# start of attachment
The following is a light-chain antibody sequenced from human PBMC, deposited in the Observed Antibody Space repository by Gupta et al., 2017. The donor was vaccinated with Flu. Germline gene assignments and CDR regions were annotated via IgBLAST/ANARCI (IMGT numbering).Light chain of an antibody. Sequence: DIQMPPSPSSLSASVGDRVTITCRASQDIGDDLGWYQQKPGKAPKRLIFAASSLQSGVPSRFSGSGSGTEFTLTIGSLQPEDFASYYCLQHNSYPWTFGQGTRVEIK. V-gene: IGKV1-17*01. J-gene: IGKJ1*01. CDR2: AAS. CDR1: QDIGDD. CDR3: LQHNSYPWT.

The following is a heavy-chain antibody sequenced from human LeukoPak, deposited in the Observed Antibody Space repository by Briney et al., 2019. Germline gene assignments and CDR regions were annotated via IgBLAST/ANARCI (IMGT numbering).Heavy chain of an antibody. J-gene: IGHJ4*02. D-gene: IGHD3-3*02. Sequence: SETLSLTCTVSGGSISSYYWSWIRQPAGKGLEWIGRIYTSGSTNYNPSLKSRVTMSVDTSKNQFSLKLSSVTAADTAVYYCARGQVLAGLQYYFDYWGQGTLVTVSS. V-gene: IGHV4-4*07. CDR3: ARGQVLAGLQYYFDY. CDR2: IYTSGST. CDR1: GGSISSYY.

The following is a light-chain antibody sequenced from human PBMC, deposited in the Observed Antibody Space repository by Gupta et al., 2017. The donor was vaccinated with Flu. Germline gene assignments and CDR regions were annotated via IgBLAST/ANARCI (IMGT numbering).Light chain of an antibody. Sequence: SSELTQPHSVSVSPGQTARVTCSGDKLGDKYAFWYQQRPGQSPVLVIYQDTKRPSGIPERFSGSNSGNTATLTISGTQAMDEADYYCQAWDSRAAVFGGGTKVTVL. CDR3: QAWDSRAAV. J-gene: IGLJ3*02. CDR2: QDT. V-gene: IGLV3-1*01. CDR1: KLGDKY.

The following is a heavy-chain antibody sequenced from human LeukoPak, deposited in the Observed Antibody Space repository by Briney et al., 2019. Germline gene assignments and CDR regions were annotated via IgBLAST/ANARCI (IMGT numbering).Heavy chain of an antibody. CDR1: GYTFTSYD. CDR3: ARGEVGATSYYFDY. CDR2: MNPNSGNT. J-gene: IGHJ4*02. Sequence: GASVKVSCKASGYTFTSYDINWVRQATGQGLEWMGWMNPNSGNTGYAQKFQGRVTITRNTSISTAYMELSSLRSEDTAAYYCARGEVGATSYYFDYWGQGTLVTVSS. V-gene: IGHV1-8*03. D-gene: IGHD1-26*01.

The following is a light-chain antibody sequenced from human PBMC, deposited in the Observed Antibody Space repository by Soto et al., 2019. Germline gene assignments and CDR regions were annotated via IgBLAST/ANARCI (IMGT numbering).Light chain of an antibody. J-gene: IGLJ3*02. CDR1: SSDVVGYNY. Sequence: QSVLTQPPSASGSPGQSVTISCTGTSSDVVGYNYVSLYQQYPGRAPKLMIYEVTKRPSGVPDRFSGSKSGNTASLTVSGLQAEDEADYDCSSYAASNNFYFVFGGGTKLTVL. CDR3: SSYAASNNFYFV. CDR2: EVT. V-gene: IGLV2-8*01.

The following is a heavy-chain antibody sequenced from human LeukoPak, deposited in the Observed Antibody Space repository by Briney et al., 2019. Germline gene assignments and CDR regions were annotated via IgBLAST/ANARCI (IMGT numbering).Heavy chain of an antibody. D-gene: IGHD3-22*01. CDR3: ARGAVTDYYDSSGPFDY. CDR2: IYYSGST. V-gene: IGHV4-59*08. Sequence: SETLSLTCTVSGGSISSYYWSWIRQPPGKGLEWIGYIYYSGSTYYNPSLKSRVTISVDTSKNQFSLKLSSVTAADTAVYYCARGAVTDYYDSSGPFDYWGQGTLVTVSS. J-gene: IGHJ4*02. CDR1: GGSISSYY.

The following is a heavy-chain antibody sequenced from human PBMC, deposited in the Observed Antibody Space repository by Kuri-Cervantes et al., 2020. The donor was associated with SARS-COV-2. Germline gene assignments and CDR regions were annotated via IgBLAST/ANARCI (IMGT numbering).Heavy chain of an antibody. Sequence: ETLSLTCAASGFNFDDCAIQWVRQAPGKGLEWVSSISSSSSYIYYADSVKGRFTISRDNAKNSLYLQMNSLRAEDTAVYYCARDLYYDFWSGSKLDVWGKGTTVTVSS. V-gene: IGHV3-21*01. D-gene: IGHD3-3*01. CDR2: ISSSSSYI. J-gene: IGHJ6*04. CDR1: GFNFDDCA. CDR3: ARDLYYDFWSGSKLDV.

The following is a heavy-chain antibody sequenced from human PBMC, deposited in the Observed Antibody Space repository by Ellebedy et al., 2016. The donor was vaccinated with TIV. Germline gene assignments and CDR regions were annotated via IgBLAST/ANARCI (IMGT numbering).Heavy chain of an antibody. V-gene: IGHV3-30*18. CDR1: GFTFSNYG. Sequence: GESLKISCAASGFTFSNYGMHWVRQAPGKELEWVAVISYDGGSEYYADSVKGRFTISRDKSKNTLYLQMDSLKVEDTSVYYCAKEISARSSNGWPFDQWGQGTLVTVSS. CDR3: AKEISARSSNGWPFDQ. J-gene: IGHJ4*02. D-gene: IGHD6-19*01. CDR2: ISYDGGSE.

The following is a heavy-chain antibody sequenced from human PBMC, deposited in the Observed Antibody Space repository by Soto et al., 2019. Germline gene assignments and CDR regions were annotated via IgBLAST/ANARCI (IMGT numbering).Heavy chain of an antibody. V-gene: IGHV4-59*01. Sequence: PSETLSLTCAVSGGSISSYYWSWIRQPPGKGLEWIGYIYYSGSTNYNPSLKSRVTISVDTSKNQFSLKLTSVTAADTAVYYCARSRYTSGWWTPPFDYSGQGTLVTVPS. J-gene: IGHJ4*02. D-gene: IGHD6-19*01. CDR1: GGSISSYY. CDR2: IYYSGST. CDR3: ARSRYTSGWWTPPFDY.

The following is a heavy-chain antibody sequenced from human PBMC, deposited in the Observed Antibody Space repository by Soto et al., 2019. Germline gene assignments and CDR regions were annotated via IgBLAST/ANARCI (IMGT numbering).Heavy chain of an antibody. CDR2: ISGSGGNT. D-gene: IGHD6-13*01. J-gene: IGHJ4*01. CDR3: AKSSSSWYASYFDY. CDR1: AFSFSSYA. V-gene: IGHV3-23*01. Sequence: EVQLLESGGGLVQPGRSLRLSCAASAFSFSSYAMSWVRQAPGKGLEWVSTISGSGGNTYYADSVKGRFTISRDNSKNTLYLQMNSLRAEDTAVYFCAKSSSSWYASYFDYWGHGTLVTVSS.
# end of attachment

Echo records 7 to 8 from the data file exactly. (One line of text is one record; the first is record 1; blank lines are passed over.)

The following is a heavy-chain antibody sequenced from human PBMC, deposited in the Observed Antibody Space repository by Kuri-Cervantes et al., 2020. The donor was associated with SARS-COV-2. Germline gene assignments and CDR regions were annotated via IgBLAST/ANARCI (IMGT numbering).Heavy chain of an antibody. Sequence: ETLSLTCAASGFNFDDCAIQWVRQAPGKGLEWVSSISSSSSYIYYADSVKGRFTISRDNAKNSLYLQMNSLRAEDTAVYYCARDLYYDFWSGSKLDVWGKGTTVTVSS. V-gene: IGHV3-21*01. D-gene: IGHD3-3*01. CDR2: ISSSSSYI. J-gene: IGHJ6*04. CDR1: GFNFDDCA. CDR3: ARDLYYDFWSGSKLDV.

The following is a heavy-chain antibody sequenced from human PBMC, deposited in the Observed Antibody Space repository by Ellebedy et al., 2016. The donor was vaccinated with TIV. Germline gene assignments and CDR regions were annotated via IgBLAST/ANARCI (IMGT numbering).Heavy chain of an antibody. V-gene: IGHV3-30*18. CDR1: GFTFSNYG. Sequence: GESLKISCAASGFTFSNYGMHWVRQAPGKELEWVAVISYDGGSEYYADSVKGRFTISRDKSKNTLYLQMDSLKVEDTSVYYCAKEISARSSNGWPFDQWGQGTLVTVSS. CDR3: AKEISARSSNGWPFDQ. J-gene: IGHJ4*02. D-gene: IGHD6-19*01. CDR2: ISYDGGSE.